Unpacking California Solar Taxation: What to Know During Development
Development of solar projects in California has been spurred by California’s renewable portfolio standard (RPS), which requires that 60% of retail electricity sales must be served by renewable resources by 2030 and requires all the state’s electricity come from carbon-free resources by 2045. As of 2018, solar PV and solar thermal power plants produced 27,237 GWh of energy, which is approximately 14% of the state’s total electricity production, and California is on course to meet the RPS if development continues. However, to finance and build solar projects, local tax planning should be integrated into modeling at each stage of development.
I. Income, Franchise and Other Similar Taxes
There are four types of income taxes in California that businesses should be aware of: (1) corporate tax, (2) alternative minimum tax, (3) franchise tax and (4) LLC fees. The type of tax that will be due is determined by whether the entity is “doing business” in California, the type of entity (corporation, partnership or limited liability company) and the California source income. A project company organized in California and/or holding a solar facility will be considered “doing business” in California and will be subject to tax. In addition, entities that are performing services for, or managing the project company or solar facility, may also be considered to be doing business in California.
II. Property Tax
California has an acquisition value-based property tax system, which applies the property tax rate to the base year value (as adjusted). The base year value is determined at the time real property is acquired, if there is a change of ownership or control of a legal entity that holds real property, or upon completion of new construction. The purchase of property, the sale of interests in a project company or new construction may trigger a property tax reassessment.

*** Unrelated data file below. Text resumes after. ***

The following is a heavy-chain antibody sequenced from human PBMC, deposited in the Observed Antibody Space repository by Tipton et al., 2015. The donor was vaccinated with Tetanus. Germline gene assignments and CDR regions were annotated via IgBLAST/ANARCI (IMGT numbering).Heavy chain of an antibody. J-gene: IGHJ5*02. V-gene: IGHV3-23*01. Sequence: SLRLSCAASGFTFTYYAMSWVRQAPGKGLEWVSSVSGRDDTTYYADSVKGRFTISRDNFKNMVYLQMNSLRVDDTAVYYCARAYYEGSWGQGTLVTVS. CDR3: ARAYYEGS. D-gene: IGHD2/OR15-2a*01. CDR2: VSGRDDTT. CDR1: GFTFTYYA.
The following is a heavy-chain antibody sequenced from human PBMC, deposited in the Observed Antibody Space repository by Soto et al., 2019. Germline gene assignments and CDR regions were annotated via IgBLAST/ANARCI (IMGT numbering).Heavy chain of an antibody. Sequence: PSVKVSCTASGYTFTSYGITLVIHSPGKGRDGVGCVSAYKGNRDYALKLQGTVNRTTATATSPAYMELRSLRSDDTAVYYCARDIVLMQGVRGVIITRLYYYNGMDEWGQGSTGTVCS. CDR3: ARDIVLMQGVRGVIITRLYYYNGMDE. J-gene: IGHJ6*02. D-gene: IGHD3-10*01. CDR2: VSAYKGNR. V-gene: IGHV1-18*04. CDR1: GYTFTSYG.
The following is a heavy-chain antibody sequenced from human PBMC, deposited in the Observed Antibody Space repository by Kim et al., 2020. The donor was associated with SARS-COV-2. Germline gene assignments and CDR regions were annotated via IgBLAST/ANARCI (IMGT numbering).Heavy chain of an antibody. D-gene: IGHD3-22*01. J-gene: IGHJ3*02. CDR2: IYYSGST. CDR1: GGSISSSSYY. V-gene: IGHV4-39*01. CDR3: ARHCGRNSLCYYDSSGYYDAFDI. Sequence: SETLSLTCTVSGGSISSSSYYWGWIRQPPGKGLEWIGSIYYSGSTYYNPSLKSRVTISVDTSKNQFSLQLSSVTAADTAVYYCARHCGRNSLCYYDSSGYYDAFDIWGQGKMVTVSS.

A. Change of Control
Property reassessment is triggered when a person or entity obtains more than 50% of the ownership interest in the legal entity – e.g., voting stock for corporations, capital and profits for partnerships, and limited liability companies. A transfer of ownership interest in a legal entity that results in a change in control of that entity is a change in ownership of the California real property owned by the entity, regardless of whether control is obtained directly or indirectly. As a “flip” in a partnership may trigger reassessment, the impact of the change in control should be considered when determining the economics of a transaction.
In the case of a lease, reassessment occurs when (1) a leasehold interest for a term of 35 years or more, including renewal options, is created or terminated, or (2) a leasehold interest with a remaining term of 35 years or more, including renewal options, is transferred. If a solar facility is placed on leased property, a reassessment may occur on entering the lease, a flip of a lessee partnership or the sublease, or assignment of the lease.
C. Exempt Property
California collects a possessory interest tax (state PI tax) on the grant of an interest for private benefit in tax exempt property, such as public property, that is not subject to California property tax. The state PI tax is similar to the property tax levied on owners of privately owned property and is based on the value of the possessory interest granted. In the case of federal lands, the state PI tax will only be applied to property for which the state of California has not ceded jurisdiction – i.e., property for which the federal government has exclusive jurisdiction will not be subject to the state PI tax.